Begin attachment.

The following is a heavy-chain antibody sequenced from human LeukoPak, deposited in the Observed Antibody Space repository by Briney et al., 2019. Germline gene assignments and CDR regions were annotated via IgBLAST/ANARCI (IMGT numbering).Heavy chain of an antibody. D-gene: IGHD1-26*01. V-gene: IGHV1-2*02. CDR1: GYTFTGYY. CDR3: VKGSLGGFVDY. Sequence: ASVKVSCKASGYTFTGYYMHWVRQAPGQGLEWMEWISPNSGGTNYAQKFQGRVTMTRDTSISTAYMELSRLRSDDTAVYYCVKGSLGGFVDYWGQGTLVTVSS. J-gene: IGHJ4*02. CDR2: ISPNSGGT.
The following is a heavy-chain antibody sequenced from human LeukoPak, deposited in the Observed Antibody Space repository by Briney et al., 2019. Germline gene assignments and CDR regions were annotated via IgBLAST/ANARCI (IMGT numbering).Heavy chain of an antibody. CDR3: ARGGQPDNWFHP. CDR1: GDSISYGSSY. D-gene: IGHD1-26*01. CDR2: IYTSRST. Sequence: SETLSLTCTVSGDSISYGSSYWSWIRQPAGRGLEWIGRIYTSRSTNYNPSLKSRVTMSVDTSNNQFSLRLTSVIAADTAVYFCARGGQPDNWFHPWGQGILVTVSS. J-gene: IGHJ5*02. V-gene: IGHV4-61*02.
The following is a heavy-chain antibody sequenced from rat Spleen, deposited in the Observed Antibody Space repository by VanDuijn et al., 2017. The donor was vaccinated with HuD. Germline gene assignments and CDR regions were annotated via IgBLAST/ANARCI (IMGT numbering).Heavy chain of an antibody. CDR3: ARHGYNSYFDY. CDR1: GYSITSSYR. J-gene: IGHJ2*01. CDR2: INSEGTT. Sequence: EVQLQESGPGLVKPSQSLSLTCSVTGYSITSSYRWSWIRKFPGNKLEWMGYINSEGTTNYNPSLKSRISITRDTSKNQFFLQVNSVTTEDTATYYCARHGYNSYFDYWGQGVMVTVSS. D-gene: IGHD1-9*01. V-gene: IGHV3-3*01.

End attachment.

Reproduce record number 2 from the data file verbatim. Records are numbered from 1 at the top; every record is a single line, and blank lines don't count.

The following is a heavy-chain antibody sequenced from human LeukoPak, deposited in the Observed Antibody Space repository by Briney et al., 2019. Germline gene assignments and CDR regions were annotated via IgBLAST/ANARCI (IMGT numbering).Heavy chain of an antibody. CDR3: ARGGQPDNWFHP. CDR1: GDSISYGSSY. D-gene: IGHD1-26*01. CDR2: IYTSRST. Sequence: SETLSLTCTVSGDSISYGSSYWSWIRQPAGRGLEWIGRIYTSRSTNYNPSLKSRVTMSVDTSNNQFSLRLTSVIAADTAVYFCARGGQPDNWFHPWGQGILVTVSS. J-gene: IGHJ5*02. V-gene: IGHV4-61*02.